Chris Christie’s long fight against same-sex marriage in New Jersey has officially drawn to a close. The Republican governor had considered using the appeals process in the aftermath of a judge’s ruling deeming recent gay marriage legislation as abiding by the state’s constitution. However, Christie’s advisors ultimately suggested that the governor drop the fight, as it was becoming abundantly clear that he and his cohorts were on the wrong side of history.
Christie’s decision arrived in the aftermath of a unanimous decision from the New Jersey Supreme Court, announcing that the governor’s request same-sex marriages during the appeals process would be denied. This was the turning point in a battle that, based on the opinion of Christie’s advisors, was quickly becoming un-winnable. As recently as a week prior to the debut of same-sex marriage in New Jersey, Christie had been advocating for a voter referendum on the issue. However, even if taken to a vote, same-sex marriage was predicted to be an inevitability in the state, as it has proven highly popular with New Jersey voters as of late.
With Chris Christie out of the local gay marriage debate, same-sex couples are swarming alters across the Garden State. Beginning at midnight on Monday, these pairs joined hands in ceremonies that had quickly been arranged as soon as news of Christie’s decision hit the media on Friday. Proponents of gay marriage remain hopeful that this will be one in a long line of same-sex marriage victories, looking to Hawaii and Illinois as what could be two of the next legislative victories related to this contentious issue. After all, New Jersey is just one of several states to grant same-sex couples the right to marry in 2013, following Maryland, Delaware and Minnesota. The fight for gay marriage may be over in New Jersey, but it’s just getting started across the greater United States.
Christie’s decision to withdraw the NJ Supreme Court appeal is significant in light of the IRS’s issued guidance on same-sex marriages. In Revenue Ruling 2013-17, the IRS announced that it would recognize same-sex marriages nationwide regardless of where the couple resides. However, the IRS ruling did not apply to civil unions and other formal relationships recognized under state law. Accordingly, now New Jersey same-sex couples would be afforded the same federal rights associated with marriage.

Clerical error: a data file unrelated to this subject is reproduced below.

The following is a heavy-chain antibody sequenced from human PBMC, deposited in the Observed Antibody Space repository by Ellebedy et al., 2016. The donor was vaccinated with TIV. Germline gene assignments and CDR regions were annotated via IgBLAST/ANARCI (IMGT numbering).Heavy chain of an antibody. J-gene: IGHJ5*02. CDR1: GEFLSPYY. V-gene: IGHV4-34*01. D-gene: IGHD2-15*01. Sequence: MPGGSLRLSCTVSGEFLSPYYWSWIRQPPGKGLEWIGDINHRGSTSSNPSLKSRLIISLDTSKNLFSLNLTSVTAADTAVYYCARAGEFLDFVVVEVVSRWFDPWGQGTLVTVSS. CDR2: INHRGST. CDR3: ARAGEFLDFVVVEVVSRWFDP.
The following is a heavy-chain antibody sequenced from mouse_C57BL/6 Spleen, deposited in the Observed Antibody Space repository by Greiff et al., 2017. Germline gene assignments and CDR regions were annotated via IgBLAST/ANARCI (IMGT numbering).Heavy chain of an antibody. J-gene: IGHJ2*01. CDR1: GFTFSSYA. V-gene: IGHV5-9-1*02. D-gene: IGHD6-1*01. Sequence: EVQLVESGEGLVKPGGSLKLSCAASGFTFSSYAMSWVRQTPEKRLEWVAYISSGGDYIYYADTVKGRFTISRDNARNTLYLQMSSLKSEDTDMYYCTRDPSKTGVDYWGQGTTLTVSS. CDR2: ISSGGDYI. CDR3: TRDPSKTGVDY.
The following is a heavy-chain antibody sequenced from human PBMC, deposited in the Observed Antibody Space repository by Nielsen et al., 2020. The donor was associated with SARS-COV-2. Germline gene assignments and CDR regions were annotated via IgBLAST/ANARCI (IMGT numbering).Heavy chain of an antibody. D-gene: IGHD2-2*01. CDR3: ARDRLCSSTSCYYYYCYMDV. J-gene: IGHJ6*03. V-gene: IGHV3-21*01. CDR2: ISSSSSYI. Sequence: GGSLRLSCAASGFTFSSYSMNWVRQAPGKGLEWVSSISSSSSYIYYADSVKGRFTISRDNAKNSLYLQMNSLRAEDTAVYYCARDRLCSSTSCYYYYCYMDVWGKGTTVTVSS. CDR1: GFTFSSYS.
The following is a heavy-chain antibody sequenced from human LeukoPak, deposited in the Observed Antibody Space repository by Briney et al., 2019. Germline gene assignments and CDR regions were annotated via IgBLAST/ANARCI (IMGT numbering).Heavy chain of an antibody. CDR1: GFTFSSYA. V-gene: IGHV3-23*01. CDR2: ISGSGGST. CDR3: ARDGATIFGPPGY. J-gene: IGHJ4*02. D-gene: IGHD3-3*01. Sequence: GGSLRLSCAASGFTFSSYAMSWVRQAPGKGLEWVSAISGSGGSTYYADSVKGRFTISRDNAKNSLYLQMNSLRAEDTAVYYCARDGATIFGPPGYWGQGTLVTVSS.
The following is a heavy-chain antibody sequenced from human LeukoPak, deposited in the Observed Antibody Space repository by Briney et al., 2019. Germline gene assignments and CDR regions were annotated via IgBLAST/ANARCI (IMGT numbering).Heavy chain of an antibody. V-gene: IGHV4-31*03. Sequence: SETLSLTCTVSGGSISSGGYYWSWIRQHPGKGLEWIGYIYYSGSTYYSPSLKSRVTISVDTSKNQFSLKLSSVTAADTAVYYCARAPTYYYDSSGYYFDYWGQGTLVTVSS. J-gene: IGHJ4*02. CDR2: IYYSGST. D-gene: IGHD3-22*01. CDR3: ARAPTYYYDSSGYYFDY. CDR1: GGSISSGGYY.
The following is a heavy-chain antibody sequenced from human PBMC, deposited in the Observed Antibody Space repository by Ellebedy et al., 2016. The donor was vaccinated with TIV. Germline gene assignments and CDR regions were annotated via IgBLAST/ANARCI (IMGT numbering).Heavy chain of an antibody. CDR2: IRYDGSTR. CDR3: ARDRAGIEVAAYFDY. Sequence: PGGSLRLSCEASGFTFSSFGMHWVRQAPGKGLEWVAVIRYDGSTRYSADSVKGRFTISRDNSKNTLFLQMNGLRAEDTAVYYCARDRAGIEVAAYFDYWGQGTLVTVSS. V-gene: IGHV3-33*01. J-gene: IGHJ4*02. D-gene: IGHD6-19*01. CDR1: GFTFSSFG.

Will amending the tax return from single to married filing jointly reduce a back tax? NJ’s new law creates a potential opportunity for NJ same-sex couples who are dealing with a back tax liability. Keep in mind, the benefits of filing a joint return may not always be greater than filing separately. Furthermore, an analysis must be conducted as to what assets the non-liable spouse owns. Generally speaking, in non-community jurisdictions, such as NJ, the IRS can attach against only the assets of the debtor spouse. Therefore, you do not want to expose your assets to the IRS by creating a joint liability. Additionally, other questions would arise such as what is the audit exposure by amending the tax return.
If you are facing IRS enforcement, such as tax liens, bank levies, garnishments, and seizures, and require help, then contact the Law Offices of Todd S. Unger, Esq. LLC today. Todd Unger is a tax attorney that can assist with negotiating a payment plan, offer in compromise, placing the account in currently not collectible (CNC), a tax motivated bankruptcies, or assist in contesting a tax liability. Contact tax attorney, Todd Unger today (877) 544-4743.